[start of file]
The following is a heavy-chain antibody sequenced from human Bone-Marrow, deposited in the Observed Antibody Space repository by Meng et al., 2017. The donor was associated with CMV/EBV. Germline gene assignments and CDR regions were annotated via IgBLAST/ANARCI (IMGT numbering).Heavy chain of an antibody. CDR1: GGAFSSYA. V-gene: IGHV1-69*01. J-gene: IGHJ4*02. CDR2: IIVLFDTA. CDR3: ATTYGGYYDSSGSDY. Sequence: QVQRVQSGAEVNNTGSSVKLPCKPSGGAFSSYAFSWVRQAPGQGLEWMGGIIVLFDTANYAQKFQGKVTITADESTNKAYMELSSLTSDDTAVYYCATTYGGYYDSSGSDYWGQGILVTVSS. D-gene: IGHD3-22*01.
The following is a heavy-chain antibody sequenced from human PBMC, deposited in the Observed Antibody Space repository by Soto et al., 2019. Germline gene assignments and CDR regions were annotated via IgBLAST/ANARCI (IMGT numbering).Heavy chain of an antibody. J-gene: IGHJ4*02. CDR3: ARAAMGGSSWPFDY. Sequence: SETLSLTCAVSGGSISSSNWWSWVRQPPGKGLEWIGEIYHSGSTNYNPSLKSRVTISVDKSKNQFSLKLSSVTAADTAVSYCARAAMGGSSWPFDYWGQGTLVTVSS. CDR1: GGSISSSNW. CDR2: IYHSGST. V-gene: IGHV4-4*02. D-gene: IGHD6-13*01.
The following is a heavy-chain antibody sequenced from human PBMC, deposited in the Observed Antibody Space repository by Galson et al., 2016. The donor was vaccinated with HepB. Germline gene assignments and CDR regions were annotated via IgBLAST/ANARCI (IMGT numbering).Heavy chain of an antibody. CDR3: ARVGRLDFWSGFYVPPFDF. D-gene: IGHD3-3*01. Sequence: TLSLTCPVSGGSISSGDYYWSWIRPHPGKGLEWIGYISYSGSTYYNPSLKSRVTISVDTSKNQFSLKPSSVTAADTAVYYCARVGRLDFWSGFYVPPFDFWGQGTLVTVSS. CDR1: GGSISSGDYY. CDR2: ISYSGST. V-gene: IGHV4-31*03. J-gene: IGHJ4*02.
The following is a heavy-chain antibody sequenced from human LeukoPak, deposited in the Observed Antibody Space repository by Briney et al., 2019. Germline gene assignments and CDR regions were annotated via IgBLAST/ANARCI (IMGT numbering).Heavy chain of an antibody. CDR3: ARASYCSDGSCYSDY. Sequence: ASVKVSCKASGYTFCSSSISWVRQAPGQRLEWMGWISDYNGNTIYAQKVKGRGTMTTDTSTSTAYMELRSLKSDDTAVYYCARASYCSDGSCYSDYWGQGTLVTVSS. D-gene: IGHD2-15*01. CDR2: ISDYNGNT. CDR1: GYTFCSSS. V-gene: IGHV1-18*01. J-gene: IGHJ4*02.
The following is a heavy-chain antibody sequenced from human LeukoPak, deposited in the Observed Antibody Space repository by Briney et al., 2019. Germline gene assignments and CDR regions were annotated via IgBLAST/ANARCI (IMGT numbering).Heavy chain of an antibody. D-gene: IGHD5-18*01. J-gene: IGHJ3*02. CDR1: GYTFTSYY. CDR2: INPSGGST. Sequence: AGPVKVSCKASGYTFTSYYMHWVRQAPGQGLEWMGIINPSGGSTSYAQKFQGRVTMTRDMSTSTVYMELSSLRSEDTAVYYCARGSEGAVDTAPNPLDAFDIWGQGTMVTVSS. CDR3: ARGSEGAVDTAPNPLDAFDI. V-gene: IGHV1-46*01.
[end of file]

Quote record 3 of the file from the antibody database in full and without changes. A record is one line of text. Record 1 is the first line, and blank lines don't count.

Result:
The following is a heavy-chain antibody sequenced from human PBMC, deposited in the Observed Antibody Space repository by Galson et al., 2016. The donor was vaccinated with HepB. Germline gene assignments and CDR regions were annotated via IgBLAST/ANARCI (IMGT numbering).Heavy chain of an antibody. CDR3: ARVGRLDFWSGFYVPPFDF. D-gene: IGHD3-3*01. Sequence: TLSLTCPVSGGSISSGDYYWSWIRPHPGKGLEWIGYISYSGSTYYNPSLKSRVTISVDTSKNQFSLKPSSVTAADTAVYYCARVGRLDFWSGFYVPPFDFWGQGTLVTVSS. CDR1: GGSISSGDYY. CDR2: ISYSGST. V-gene: IGHV4-31*03. J-gene: IGHJ4*02.